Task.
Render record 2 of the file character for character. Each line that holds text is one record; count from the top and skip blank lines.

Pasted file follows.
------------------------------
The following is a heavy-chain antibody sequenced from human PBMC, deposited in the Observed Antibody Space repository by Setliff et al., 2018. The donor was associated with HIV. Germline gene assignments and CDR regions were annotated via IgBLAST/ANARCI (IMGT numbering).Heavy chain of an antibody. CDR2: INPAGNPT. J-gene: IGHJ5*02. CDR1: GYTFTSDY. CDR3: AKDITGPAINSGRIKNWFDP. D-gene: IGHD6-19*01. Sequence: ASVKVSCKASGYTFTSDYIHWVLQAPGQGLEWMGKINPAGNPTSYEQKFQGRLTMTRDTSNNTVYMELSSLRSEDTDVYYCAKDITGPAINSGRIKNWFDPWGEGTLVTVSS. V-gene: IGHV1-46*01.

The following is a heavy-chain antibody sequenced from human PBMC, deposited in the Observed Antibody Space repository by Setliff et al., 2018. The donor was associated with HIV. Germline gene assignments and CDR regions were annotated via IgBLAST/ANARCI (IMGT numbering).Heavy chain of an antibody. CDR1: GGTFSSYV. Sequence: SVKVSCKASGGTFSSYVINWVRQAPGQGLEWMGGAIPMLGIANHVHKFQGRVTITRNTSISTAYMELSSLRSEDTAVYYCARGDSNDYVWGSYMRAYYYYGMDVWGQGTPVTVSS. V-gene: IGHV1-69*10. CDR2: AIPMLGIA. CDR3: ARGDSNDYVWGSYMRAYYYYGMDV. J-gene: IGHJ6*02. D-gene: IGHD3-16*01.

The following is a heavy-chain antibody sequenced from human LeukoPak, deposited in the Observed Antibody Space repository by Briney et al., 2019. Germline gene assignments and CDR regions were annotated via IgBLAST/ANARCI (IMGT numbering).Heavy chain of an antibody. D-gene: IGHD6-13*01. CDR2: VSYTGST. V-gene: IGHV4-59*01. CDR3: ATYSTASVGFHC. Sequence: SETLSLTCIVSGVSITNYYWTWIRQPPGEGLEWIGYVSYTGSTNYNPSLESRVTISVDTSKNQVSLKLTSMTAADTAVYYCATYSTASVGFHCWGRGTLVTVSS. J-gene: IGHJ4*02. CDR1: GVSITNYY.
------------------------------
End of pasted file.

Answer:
The following is a heavy-chain antibody sequenced from human PBMC, deposited in the Observed Antibody Space repository by Setliff et al., 2018. The donor was associated with HIV. Germline gene assignments and CDR regions were annotated via IgBLAST/ANARCI (IMGT numbering).Heavy chain of an antibody. CDR1: GGTFSSYV. Sequence: SVKVSCKASGGTFSSYVINWVRQAPGQGLEWMGGAIPMLGIANHVHKFQGRVTITRNTSISTAYMELSSLRSEDTAVYYCARGDSNDYVWGSYMRAYYYYGMDVWGQGTPVTVSS. V-gene: IGHV1-69*10. CDR2: AIPMLGIA. CDR3: ARGDSNDYVWGSYMRAYYYYGMDV. J-gene: IGHJ6*02. D-gene: IGHD3-16*01.